Ironically, not 10 years after Mother’s Day was declared as an annual national holiday, Ana turned from advocate to critic, What she fought against its commercialization. On the same line of veering away from the commercialization of this annual celebration of Mothers’ love and hard work, here is a simple yet meaningful and easy DIY piece for Mother’s Day.

Asst colored or scratch paper
Paper (for flowers and leaves)
Old manila folder or cardboard box (for stems)
Glue gun
Spray paint/poster paint/colored markers/colored pencils/crayons*
Clean glass jar (cleaned out mayo, sardinas, pickle glass jar)
Image of one’s mother, you, or your family members

On a piece of paper (new/scratch/colored), draw the shape of a leaf. You can also Google “leaf template” and pick the desired shape and print. Do this for the flowers as well. For the stems cut out strips ½ inch by two inches strops for trunk and ¼ inch by two inches branches. I normally create a set of three flowers big and two small flowers then add another set until you have the desired volume. Attach leaves and flowers with the glue gun and when you have decided on volume, you can start attacking the bottom of the stems to the inside of the bottle cap. When all stems are secured by a glue gun, insert paper floral arrangements into a glass jar. You can add photos of you or your family and perhaps a Mother’s Day greeting with the year. Who knows this project can be a family tradition for many years to come.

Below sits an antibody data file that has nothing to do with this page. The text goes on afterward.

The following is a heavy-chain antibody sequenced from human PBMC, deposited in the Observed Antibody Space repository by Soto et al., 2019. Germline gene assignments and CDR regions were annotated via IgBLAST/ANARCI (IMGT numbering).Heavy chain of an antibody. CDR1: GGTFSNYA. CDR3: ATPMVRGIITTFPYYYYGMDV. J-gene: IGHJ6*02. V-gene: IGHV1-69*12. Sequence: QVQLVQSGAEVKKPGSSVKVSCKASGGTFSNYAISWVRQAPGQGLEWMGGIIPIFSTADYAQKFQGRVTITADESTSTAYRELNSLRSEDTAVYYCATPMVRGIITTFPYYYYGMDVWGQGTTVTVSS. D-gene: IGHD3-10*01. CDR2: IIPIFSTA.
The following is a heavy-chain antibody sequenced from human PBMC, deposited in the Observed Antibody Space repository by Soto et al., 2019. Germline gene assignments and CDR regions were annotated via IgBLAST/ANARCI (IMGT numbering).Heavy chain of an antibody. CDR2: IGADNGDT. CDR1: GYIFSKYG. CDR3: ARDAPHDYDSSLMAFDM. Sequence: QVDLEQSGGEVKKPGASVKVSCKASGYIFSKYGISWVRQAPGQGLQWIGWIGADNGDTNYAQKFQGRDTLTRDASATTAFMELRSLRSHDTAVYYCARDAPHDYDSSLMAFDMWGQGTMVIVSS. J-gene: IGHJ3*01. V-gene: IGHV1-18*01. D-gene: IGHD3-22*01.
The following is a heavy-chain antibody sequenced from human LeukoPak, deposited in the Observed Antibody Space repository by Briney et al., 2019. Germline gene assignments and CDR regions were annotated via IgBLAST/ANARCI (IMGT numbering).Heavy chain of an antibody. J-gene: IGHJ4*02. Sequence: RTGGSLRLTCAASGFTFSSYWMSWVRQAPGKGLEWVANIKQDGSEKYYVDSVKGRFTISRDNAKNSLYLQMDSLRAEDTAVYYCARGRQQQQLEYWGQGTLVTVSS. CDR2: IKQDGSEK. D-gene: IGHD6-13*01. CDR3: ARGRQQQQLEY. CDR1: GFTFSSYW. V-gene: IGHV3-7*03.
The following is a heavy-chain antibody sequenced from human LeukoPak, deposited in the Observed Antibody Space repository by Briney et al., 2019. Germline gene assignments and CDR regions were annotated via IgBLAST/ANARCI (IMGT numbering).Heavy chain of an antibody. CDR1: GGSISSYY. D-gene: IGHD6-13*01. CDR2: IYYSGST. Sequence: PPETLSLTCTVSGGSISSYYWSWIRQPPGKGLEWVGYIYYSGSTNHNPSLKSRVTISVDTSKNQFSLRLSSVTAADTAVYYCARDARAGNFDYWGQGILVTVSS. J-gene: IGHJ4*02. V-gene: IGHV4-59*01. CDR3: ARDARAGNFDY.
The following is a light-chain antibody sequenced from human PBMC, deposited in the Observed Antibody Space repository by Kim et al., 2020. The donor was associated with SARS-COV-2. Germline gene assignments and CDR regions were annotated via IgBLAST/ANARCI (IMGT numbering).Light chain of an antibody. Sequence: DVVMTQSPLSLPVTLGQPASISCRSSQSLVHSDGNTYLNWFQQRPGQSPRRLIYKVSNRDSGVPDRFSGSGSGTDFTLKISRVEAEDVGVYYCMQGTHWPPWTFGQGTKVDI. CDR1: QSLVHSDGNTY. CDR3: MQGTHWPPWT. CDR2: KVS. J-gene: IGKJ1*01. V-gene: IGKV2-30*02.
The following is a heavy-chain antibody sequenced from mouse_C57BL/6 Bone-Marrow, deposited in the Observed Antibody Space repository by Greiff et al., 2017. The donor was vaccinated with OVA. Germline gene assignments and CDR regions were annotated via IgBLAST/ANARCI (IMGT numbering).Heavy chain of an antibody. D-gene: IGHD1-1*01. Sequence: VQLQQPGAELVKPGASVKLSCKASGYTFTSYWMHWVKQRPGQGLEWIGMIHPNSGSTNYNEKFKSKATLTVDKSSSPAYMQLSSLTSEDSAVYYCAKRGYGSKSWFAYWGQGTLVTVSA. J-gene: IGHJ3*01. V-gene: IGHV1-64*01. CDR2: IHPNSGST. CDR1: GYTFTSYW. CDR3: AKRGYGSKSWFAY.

I have been a fan of the tradition of Globe de Mariee Display pieces. Well, the tradition of capturing a moment whether it be through memorabilia, pieces of art, or even of everyday things because it’s one way of storing things that you can find right away – especially nowadays when you tend to forget where you put things – in glass domes or bottles. Perhaps it’s associated with happy memories of my childhood experiences when I’d look around in wonder at imagine eating those deliciously sweet things contained in the glass jars of our local sari-sari store.


The decorative art of the French Globe De Mariee became fashionable in the 19th century. These glass domes were started on the day of marriage and added to with other objects from various milestones in their married life. It’s like a living time capsule. I really like that. I suppose not only is it aesthetically and symbolically beautiful but almost impossible for me who can’t throw things away. To be able to store all that I thought important in that jar spanning a lifetime would be as possible as one colleague of mine put it, “like going to the moon on slingshot and back!” This artform is truly the height of aspiration for me, but beautiful nonetheless.

For Catholics, we often associate these glass globes containing relics and statues of saints and the Virgin Mary. The use of glass domes to contain religious objects also appeared in the 1800s when glass-blowing technology advanced enough to “create large and clear glass pieces” that could be used to contain and preserve valuable and delicate objects. Using domes also made it easier to transport religious icons and securing objects when displayed. In addition, being contained in a glass dome added to the aesthetic appeal. Through the clear glass, the item renders a striking visual display of craftsmanship, religious dedication, and faith.